The WiTech team is composed mostly of young women in highschool and college, whose interests lie in technology. How did you come together?
The WiTech core team is made up of mostly women, but we also have some men, aged 14 to 23 years old. Initially, we met through YouthHack Manila, an organisation that promotes tech and startup culture among the youth. But we eventually got bigger by meeting on social media and through common friends in school. Since 2018, we have held two conferences, where we feature women from various tech backgrounds like progamming, biotech, and digital marketing. Our keynote speeches have been storytelling sessions given by women from low-income backgrounds who have worked their way up in the field.
What is your most memorable experience of teaching about gender equality in technology?
In 2018, a year after the end of armed conflict in Mindanao, a WiTech colleague and I travelled to Marawi to teach a one-day tech workshop on Microsoft Powerpoint and introductory computer science. It was memorable because it was always our goal to give tech access to a remote community, but this one was also recovering from war. We brought second-hand laptops and tech modules and left them at the school, so students could further their learning even after we left Marawi. After that programme, we’ve brought tech education to poor areas in Bohol and Quezon City and taught over 100 students about basic tech.
What do you see as the role of technology and gender during the Covid-19 pandemic?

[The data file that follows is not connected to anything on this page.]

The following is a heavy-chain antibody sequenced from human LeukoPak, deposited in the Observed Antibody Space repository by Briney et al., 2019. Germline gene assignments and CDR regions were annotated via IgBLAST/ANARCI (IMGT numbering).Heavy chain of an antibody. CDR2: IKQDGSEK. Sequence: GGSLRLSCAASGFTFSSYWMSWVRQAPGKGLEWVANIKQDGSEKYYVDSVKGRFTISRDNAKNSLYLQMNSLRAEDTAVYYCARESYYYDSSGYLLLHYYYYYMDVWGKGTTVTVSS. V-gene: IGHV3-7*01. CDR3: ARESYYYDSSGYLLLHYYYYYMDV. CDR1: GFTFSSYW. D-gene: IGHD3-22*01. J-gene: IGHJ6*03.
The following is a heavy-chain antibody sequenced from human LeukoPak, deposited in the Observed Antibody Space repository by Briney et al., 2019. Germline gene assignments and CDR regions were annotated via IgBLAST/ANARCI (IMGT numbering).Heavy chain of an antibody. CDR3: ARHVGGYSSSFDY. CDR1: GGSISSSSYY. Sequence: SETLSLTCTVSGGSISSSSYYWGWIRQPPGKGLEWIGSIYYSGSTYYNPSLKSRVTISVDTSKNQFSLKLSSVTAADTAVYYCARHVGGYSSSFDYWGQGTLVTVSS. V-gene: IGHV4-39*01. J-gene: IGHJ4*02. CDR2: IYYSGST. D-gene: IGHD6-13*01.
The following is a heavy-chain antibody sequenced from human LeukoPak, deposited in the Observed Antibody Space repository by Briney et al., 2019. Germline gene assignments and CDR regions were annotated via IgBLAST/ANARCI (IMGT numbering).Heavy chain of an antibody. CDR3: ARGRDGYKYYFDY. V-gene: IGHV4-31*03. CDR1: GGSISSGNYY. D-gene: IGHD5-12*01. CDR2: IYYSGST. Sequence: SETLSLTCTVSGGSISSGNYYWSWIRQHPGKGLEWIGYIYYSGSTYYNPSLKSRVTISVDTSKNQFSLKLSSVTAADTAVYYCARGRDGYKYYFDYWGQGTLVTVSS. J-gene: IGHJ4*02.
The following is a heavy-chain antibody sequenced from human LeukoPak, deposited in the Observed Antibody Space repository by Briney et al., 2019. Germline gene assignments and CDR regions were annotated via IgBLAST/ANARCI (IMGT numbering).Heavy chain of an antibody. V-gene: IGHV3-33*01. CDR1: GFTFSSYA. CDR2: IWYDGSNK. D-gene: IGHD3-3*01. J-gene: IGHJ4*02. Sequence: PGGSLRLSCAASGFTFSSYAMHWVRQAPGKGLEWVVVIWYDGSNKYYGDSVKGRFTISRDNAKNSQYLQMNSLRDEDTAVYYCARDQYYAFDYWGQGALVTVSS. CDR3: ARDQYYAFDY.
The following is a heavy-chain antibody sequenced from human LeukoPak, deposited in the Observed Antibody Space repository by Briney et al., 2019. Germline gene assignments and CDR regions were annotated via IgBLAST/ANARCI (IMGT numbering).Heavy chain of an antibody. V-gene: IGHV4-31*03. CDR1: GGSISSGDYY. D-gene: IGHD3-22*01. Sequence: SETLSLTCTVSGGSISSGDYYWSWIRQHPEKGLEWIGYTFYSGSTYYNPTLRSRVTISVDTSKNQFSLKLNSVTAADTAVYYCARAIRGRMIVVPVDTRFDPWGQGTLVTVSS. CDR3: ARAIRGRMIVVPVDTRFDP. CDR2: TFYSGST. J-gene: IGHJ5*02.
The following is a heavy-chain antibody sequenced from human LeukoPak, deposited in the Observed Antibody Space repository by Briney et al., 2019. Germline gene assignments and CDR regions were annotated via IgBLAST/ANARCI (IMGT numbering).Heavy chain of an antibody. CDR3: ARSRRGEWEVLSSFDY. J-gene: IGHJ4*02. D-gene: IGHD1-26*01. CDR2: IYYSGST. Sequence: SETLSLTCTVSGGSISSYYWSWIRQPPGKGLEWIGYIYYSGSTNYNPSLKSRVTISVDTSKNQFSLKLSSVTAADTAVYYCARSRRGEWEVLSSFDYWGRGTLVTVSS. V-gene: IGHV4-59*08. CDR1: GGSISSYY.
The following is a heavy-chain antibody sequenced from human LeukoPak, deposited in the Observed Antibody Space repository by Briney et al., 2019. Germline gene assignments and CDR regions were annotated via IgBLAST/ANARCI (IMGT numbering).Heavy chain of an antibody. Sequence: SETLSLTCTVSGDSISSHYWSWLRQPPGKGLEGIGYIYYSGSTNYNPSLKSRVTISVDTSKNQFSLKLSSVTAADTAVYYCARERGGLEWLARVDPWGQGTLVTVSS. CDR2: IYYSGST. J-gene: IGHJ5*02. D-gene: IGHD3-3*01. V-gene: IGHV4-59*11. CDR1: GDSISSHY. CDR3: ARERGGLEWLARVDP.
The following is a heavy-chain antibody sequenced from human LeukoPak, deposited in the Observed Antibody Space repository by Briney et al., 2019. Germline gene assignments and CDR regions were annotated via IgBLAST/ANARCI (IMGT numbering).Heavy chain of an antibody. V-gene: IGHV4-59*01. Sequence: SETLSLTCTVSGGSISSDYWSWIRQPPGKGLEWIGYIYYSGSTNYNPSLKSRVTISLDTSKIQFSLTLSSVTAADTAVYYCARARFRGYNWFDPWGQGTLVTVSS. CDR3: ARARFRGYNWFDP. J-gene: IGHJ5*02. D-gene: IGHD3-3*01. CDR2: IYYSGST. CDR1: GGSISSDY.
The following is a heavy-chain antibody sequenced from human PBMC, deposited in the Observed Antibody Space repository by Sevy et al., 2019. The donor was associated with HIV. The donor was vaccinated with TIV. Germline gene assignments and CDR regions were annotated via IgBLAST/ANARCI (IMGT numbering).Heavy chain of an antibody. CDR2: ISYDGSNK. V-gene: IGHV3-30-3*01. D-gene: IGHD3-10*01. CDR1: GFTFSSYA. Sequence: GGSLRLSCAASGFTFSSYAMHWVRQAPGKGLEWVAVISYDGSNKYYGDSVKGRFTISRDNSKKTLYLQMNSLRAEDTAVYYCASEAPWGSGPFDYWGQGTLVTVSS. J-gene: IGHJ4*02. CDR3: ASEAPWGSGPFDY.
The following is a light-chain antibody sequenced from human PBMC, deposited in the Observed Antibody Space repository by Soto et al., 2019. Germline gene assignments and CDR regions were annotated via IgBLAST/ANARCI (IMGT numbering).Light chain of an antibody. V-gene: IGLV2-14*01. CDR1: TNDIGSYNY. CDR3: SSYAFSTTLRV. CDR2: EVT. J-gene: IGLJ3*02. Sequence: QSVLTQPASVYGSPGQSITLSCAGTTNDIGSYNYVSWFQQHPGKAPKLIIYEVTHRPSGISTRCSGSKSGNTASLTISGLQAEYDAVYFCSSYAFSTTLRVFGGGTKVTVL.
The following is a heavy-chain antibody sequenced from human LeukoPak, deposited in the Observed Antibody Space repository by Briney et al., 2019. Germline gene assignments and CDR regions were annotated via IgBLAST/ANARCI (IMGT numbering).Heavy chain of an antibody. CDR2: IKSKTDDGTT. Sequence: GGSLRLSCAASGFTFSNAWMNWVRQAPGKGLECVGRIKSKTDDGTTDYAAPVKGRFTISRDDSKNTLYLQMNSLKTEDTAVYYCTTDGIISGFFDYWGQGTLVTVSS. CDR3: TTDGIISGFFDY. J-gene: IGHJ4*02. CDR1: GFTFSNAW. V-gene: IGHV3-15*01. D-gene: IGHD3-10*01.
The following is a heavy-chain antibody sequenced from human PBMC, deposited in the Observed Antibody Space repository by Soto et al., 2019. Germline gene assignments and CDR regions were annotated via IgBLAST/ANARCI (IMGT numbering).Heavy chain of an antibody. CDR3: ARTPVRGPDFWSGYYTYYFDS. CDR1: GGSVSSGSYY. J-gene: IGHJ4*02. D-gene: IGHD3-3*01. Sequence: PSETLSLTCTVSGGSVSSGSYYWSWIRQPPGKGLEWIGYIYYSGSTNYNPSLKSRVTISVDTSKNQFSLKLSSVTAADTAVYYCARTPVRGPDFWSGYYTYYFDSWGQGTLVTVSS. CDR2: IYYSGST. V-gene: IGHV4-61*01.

People with tech access have been able to shift their education and livelihoods online. We’re seeing work from home setups and online classrooms that wouldn’t have been possible 10 years ago. It’s exciting. But it’s also important to remember that these kinds of opportunities and resources aren’t available to everyone. In terms of gender, staying at home has led to increased rates of domestic violence. All these issues are intersectional, so using social media to spread awareness of what’s happening is a step in starting conversations about tech, gender, and Covid-19.
How hopeful are you about the future of women in STEM in the Philippines?
I’m very hopeful. I’ve been in this space for four years, and I’ve noticed how conversations about women in technology are less taboo than they were before. I see growing audience turnouts at our conferences, there are more mixers or networking parties for women in tech, and when I go to big tech events, I see more women than there were four years ago.
But even if the gender gap in tech is narrowing, the digital divide is wider than ever. Covid-19 has shone a light on how the poorest in the country are left behind when they have no access to computers and an internet connection to continue their education. Our country needs more infrastructure to address this socio-economic gap.